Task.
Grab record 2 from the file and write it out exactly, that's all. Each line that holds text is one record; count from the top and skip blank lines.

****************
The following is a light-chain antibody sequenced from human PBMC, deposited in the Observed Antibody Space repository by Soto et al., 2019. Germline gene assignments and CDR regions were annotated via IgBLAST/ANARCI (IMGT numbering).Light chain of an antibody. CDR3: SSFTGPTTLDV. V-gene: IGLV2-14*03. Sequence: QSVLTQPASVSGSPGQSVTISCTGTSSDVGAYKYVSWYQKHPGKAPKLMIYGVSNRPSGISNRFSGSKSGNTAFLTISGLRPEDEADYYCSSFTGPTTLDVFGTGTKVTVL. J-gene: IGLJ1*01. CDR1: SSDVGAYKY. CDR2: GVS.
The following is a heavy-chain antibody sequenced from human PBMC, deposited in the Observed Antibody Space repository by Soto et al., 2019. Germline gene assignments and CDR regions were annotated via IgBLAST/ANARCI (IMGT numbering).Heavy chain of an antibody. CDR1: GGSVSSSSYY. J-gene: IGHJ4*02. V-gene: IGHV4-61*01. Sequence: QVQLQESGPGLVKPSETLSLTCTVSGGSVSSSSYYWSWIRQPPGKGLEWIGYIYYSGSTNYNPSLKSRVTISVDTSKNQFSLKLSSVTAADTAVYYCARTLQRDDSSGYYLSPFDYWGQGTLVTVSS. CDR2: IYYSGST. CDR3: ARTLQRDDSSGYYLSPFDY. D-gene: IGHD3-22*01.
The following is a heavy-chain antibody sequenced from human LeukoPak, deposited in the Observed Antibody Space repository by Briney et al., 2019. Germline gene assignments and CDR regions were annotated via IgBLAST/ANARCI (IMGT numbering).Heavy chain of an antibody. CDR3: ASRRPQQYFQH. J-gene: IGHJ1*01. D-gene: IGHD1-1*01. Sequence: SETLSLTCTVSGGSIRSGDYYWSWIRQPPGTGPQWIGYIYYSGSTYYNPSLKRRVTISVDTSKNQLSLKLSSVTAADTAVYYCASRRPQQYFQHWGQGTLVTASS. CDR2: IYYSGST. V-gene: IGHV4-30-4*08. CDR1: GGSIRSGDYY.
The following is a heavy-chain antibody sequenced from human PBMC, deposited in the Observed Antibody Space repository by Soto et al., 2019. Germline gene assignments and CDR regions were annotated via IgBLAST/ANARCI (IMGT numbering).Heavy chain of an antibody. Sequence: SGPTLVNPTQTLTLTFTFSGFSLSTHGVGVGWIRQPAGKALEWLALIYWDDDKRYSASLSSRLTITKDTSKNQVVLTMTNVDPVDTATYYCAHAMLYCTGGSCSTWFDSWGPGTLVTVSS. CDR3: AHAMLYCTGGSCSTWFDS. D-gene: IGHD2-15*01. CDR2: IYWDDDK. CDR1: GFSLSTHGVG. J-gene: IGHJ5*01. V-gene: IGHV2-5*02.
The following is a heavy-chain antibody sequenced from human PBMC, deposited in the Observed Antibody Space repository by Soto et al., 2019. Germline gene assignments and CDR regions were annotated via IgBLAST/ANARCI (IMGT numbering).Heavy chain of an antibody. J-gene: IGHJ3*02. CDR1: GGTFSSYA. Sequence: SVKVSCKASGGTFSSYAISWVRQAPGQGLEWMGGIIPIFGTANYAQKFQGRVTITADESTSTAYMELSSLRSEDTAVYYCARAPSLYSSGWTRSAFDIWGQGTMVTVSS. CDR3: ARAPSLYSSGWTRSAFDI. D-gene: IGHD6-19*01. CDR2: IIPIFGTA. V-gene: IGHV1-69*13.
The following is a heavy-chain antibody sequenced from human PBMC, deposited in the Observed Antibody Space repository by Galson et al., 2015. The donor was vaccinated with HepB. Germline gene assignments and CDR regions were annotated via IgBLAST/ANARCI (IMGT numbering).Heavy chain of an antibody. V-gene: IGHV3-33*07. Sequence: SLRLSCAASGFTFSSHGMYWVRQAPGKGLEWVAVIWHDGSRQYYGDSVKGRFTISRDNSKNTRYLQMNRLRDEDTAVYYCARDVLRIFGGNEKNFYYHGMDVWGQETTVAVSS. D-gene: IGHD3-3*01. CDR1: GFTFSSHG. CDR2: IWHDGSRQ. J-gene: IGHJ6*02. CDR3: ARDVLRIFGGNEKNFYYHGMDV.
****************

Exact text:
The following is a heavy-chain antibody sequenced from human PBMC, deposited in the Observed Antibody Space repository by Soto et al., 2019. Germline gene assignments and CDR regions were annotated via IgBLAST/ANARCI (IMGT numbering).Heavy chain of an antibody. CDR1: GGSVSSSSYY. J-gene: IGHJ4*02. V-gene: IGHV4-61*01. Sequence: QVQLQESGPGLVKPSETLSLTCTVSGGSVSSSSYYWSWIRQPPGKGLEWIGYIYYSGSTNYNPSLKSRVTISVDTSKNQFSLKLSSVTAADTAVYYCARTLQRDDSSGYYLSPFDYWGQGTLVTVSS. CDR2: IYYSGST. CDR3: ARTLQRDDSSGYYLSPFDY. D-gene: IGHD3-22*01.